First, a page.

You just returned from this week’s TD Synnex European Vendor Partner Summit. What are some of the similarities and contrasts TD Synnex’s North American and European businesses?
Well, first of all, we have the privileges of having the largest IP distribution footprint in both the Americas as well as Europe. Both businesses have things in common, namely, a wide and broad offerings portfolio, that that serves all the way from the PC ecosystem to some of the most advanced and sophisticated data center, networking, and cloud capabilities. And when we look at the go to market, it’s quite similar.
The economic circumstances in the U.S. had led to a softer market in the Americas in the first half of the year. And as we said during our earnings outcomes, Europe has shown softness in our third fiscal quarter of this year. So for fiscal 2023, the overlying environment has been a little bit softer than previous years for the industry. And, of course, for us as well.
What’s underlying that softness?
Predominantly, the common thread has been the PC ecosystem and the post-COVID adjustment that has taken place. And we’ll wrap that adjustment up in the new calendar, so I think that will be a little bit beneficial. Europe actually has another dimension based on their economic challenges in that the slowness has also bled to some extent into the advanced solutions or data center and infrastructure space, while the Americas is rebounding in the PC ecosystem and is reasonably stable in the advanced solution space.
Although in the last quarter, TD Synnex’s advanced solutions business did drop a bit, right?
So as we had anticipated, and as we had told the market, as the backlogs have come into line, there certainly was growth in the Americas in advanced solutions, but lesser growth than the prior quarter. So it was consistent with expectations.
Do you expect real growth to resume anytime in the next few quarters?
Given the volatility of the market, we really haven’t provided a view of our fiscal 2024. We’ll be prepared to do that in our earnings call in January. So for now, we’re just going to let some of the economic cycle play out and provide a more up to date view in January.
Given the wide range of technology TD Synnex offers, are there any areas where you could eventually exit because of changes in either the market or what your channel partners need?
No. In fact, we like the market. We find ourselves in a bit of a post-COVID cycle, but this market is one of the greatest markets in the world. And we would anticipate continuing to have a broad and wide portfolio. And in all the major spaces that we are engaged with today, we will absolutely be committed to them for the foreseeable future.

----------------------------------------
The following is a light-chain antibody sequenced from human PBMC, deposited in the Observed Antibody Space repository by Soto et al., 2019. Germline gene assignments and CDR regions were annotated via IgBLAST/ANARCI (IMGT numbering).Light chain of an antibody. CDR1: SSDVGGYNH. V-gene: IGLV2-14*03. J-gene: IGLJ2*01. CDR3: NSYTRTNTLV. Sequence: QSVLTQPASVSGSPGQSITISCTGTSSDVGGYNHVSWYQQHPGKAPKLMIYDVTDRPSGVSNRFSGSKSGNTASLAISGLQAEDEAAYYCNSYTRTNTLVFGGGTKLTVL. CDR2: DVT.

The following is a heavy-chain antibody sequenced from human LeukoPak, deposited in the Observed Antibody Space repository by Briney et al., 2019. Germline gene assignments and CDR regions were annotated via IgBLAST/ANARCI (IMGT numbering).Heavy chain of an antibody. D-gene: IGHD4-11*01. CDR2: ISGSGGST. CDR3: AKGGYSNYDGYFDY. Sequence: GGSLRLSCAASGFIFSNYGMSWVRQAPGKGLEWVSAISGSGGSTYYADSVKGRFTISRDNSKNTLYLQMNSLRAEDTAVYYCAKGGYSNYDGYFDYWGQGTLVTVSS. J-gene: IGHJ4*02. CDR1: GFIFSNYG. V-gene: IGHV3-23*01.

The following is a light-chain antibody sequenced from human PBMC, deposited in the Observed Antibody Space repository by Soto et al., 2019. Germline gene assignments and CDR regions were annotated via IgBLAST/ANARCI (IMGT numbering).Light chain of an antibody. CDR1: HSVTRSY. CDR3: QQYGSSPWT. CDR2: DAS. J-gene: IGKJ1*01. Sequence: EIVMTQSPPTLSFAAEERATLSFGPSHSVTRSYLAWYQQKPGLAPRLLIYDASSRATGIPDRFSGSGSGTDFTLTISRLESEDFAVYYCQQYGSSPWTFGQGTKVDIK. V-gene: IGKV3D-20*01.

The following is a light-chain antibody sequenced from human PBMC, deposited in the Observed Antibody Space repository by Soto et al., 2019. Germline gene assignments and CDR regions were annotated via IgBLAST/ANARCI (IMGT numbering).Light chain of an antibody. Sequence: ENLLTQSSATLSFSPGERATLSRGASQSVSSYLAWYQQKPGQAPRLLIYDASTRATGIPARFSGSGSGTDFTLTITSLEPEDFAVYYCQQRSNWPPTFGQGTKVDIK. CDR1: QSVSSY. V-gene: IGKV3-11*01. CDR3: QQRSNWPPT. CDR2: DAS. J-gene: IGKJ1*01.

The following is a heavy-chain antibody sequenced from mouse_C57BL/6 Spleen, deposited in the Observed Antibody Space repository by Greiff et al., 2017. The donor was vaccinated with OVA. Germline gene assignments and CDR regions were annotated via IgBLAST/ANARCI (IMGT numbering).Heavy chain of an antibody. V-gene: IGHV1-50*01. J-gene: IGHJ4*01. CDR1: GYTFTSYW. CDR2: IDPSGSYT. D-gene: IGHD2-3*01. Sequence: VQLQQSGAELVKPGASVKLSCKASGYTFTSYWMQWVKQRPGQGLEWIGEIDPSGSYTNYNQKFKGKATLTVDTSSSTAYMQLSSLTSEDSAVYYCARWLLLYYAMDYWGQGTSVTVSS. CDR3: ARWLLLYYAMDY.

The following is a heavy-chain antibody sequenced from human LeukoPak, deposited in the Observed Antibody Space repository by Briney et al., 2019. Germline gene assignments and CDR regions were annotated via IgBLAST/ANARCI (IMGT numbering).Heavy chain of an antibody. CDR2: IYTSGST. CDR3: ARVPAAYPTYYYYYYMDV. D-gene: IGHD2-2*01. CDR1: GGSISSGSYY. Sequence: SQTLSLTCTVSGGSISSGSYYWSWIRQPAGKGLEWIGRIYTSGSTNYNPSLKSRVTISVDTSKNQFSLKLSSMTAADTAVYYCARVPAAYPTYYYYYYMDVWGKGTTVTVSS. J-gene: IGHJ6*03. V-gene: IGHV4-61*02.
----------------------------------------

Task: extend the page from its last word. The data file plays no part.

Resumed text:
One big emphasis of the Inspire conference is that TD Synnex is complete following the merger of Tech Data and Synnex two years ago. As you look at distribution in general, do you see any other opportunities for consolidation?
There’s always opportunities for acquisition. From a TD Synnex perspective, we would consider acquisitions with regard to opportunities that would allow us to accelerate or advance our strategy which has a big bent towards high-growth technologies: hybrid cloud, analytics, IoT, cybersecurity, and hyperscale infrastructure. I do believe there might be consolidations in the future, probably more in the European and the Asia Pacific-Japan market, which tend to be less consolidated than the Americas.
And back to your opening questions in terms of what is in common between the different markets, there’s no doubt that the high growth technologies, the ones that I had just mentioned, differentiate themselves from a growth perspective in the market. So while the market’s a little bit slow, these technologies are still growing at double digits.
You mentioned there’s a lot more consolidation opportunity in Europe and Asia Pacific than in the U.S. Is that because the US has is such a large market, and not as fragmented as other markets?
I should have added that I would speculate there’s more acquisition opportunities in the industry in Europe and Asia-Pacific-Japan, because it’s more fragmented.
How is the value of distribution changing today? And going forward, what are some of the things that determine the value of distribution?
So as we have the quick emergence of new technologies, we find that we really have to serve the market with more specialized groups of resources, as opposed to having a broader generalized group of resources. For example, we have a security practice, we have a cloud practice, we have an analytics and IoT practice, we have hyperconverged and hyperscale infrastructure practices. So as we move through time, because of the, I’ll call it the quick deployment of new technologies, and because of the sophistication of these technologies, there’s more specialization required. And our customers are leaning on us more consistently and more frequently based on having to digest and understand these new technologies. And we get that done through the specialized resources that we’ve been building over time.
We are building our services businesses, and this is having services in context of serving our partners where they need additional capacity or capability. That model is working well, and is in high demand.
As these new services and new product areas come to the forefront, is it the job of distribution to introduce them to solution providers? Or is it up to solution providers to understand what’s coming and ask what they can get from their distribution partner?
It’s a collaboration between both. But we certainly are providing insights and capabilities to help them first of all consider where they might have interests based on the chemistry or composition of their business. And then we have what we call a practice builder program which in essence is a storybook about how you would go about building out a practice in some of these new technology areas. So our resources coupled with the practice builder white paper or framework and coupled with vendor resources are some of the assets we bring to helping solution providers build out those capabilities. We have recently released the Partner Health and Fitness tool which allows a reseller, predominantly in the advanced solution segments of the business, to have a diagnostic done on their capabilities relative to the broader advanced solution capabilities for businesses that look like theirs. It helps point out areas where they might consider building a practice. The demand has been quite good for that tool.